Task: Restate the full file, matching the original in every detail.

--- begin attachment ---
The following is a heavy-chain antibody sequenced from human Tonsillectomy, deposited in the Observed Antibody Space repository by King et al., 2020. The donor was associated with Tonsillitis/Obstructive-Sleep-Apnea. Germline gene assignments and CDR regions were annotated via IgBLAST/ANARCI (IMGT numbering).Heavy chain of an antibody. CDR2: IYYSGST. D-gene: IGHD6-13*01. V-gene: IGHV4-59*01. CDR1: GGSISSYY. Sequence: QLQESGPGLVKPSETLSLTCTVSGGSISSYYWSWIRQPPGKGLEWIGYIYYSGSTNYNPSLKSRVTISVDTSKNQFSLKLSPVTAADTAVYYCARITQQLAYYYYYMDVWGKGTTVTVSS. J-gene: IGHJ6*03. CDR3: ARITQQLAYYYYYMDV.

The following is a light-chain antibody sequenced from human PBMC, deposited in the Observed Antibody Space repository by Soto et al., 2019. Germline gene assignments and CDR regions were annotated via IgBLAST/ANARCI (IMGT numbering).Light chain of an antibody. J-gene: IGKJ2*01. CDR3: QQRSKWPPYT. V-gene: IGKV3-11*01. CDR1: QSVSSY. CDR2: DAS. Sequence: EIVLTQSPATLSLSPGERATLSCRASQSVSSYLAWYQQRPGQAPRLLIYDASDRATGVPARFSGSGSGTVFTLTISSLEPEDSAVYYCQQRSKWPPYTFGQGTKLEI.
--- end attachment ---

The following is a heavy-chain antibody sequenced from human Tonsillectomy, deposited in the Observed Antibody Space repository by King et al., 2020. The donor was associated with Tonsillitis/Obstructive-Sleep-Apnea. Germline gene assignments and CDR regions were annotated via IgBLAST/ANARCI (IMGT numbering).Heavy chain of an antibody. CDR2: IYYSGST. D-gene: IGHD6-13*01. V-gene: IGHV4-59*01. CDR1: GGSISSYY. Sequence: QLQESGPGLVKPSETLSLTCTVSGGSISSYYWSWIRQPPGKGLEWIGYIYYSGSTNYNPSLKSRVTISVDTSKNQFSLKLSPVTAADTAVYYCARITQQLAYYYYYMDVWGKGTTVTVSS. J-gene: IGHJ6*03. CDR3: ARITQQLAYYYYYMDV.

The following is a light-chain antibody sequenced from human PBMC, deposited in the Observed Antibody Space repository by Soto et al., 2019. Germline gene assignments and CDR regions were annotated via IgBLAST/ANARCI (IMGT numbering).Light chain of an antibody. J-gene: IGKJ2*01. CDR3: QQRSKWPPYT. V-gene: IGKV3-11*01. CDR1: QSVSSY. CDR2: DAS. Sequence: EIVLTQSPATLSLSPGERATLSCRASQSVSSYLAWYQQRPGQAPRLLIYDASDRATGVPARFSGSGSGTVFTLTISSLEPEDSAVYYCQQRSKWPPYTFGQGTKLEI.